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Interview With Stanley Bing

Aired March 29, 2002 - 09:43   ET


PAULA ZAHN, CNN ANCHOR: One reality that many teenagers bemoan at one time or another is that you can't choose your parents. Well, when you get older, you learn another one that is equally as harsh: You generally can't choose your boss either.

Recognizing this is one of the first steps in getting ahead, according to a new book called "Throwing the Elephant: Zen and the Art of Managing Up."

Stanley Bing is the author of the book; he joins us now.

And hello, nice to see you.


ZAHN: The name of the corporation he works for will remain anonymous at this moment.

BING: Yes.

ZAHN: But I just wanted to quickly remind you all, if you have some questions for Stanley this morning, call us at 212-643-0077. We already have some of your e-mails.

But before we get to those: You have a couple of four truths. A couple -- that made no sense. You have four truths that readers should accept about their bosses. I'm going to put them up on the screen.

One: Work is suffering. Two: Desire is at the root of suffering. Suffering can be conquered by eradicating the self. And there is a path to the end of your suffering.

BING: Right.

ZAHN: What is the path?

BING: The path is to recognize the futility of trying to understand and manage and rationally get with the elephant. The elephant is your boss. The elephant is large and gray and massive and has weight.

And you can't out-self that elephant. You have to accept the fact that with desire comes suffering, that you are very small and unimportant in the vast scheme of things. And once you accept that, you can relax and not hope for too much.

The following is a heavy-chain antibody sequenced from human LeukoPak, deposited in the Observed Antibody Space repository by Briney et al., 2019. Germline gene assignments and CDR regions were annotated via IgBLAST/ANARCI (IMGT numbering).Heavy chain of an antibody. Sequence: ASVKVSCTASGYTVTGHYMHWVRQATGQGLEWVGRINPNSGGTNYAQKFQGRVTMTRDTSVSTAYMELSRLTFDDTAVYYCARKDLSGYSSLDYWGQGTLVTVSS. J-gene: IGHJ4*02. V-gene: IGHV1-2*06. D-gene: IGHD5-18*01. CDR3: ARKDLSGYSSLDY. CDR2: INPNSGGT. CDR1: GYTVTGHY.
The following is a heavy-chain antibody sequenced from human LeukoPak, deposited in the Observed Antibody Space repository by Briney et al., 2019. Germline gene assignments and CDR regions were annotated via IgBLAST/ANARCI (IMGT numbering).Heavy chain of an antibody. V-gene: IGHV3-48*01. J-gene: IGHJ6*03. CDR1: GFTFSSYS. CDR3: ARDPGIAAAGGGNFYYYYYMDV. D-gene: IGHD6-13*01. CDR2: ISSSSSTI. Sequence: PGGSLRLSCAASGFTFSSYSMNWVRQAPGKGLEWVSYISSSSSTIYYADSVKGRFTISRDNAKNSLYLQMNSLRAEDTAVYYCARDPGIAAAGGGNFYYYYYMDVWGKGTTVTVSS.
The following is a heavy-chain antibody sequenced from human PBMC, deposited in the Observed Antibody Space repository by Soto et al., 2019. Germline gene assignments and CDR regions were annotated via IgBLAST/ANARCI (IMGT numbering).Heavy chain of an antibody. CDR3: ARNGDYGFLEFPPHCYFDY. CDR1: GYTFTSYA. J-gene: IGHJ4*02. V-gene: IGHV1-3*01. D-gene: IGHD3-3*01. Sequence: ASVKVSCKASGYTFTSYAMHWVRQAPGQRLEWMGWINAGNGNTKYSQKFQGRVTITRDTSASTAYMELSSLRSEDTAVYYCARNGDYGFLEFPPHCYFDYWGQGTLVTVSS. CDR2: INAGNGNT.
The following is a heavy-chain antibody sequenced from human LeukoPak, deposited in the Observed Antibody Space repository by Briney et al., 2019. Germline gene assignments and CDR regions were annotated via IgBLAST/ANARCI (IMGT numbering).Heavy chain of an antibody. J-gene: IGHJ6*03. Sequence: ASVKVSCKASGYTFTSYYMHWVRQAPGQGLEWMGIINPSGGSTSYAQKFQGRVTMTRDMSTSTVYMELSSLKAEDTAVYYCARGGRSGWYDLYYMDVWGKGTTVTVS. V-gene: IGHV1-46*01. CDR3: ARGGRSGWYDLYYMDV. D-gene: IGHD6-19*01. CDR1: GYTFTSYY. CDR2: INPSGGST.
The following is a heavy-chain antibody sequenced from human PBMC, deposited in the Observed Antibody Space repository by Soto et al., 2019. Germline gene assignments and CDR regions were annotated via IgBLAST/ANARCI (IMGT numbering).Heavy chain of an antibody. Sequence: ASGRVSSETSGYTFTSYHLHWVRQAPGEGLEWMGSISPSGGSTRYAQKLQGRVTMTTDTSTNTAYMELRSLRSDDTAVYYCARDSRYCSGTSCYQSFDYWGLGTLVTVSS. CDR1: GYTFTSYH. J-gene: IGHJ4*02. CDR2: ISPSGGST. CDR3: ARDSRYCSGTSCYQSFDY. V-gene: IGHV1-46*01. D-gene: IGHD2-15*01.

ZAHN: Ours is elegant and smart and reactive...

BING: Your elephant?

ZAHN: She's not an elephant.

BING: We're seeing a huge example of one of the great things about elephants, which is that they love to be lathered.

ZAHN: Will I get anything out of that?

BING: Yes, of course you will. The boss sitting there right now thinking, I knew she was smart, but not that smart - to actually do it on the air, you know, it's a terrific thing.

But the idea of accepting that the relationship with your elephant is going to be suffering, I think that's at the heart of it. And getting rid of that is kind of just leaching as much emotion out of the relationship as you possibly can, because elephants are not like people. They don't react like people, and they can't be managed like they're people.

ZAHN: Got a question for you now, and it comes in the form of an e-mail from a woman named Sarah. And she says: "One of my bosses has become almost codependent on me. She can't do anything without having me by her side. We have endless meetings all day, it is unproductive and inefficient. How can I break the ties and make her more self- sufficient?"

BING: Well, this person profoundly misunderstands what needs to be established with her elephant. That wonderful codependancy, that's a tremendous asset for this person. This person is going to enjoy a long and prosperous career with that elephant.

Why break that cycle of dependency? That's exactly what you want. And if you want to get out of the meetings occasionally, there are tricks and gimmicks you can do. I mean, it's always good...

ZAHN: Name one.

BING: Well...

ZAHN: The iced tea defense?

BING: I have to get out for some iced tea?

No, you can also have your assistant or a friend call you periodically from the room. Somebody comes in with a note. The periodic phone call or beeping -- being beeped so you have to leave the meeting periodically. First of all, this shows that you're important and need to leave a room.

ZAHN: I love it. BING: And second of all, you know, it gets you out of there, and you can walk around, because one thing about meditation and meetings is it's really bad to fall asleep during a meeting

ZAHN: Not a good thing.

BING: But this person actually is on step eight on the 14-fold path or whatever towards dominance of that boss. So don't try to create independence in the boss, try to create dependence in the boss.

ZAHN: Enjoy it.

BING: Have a good time.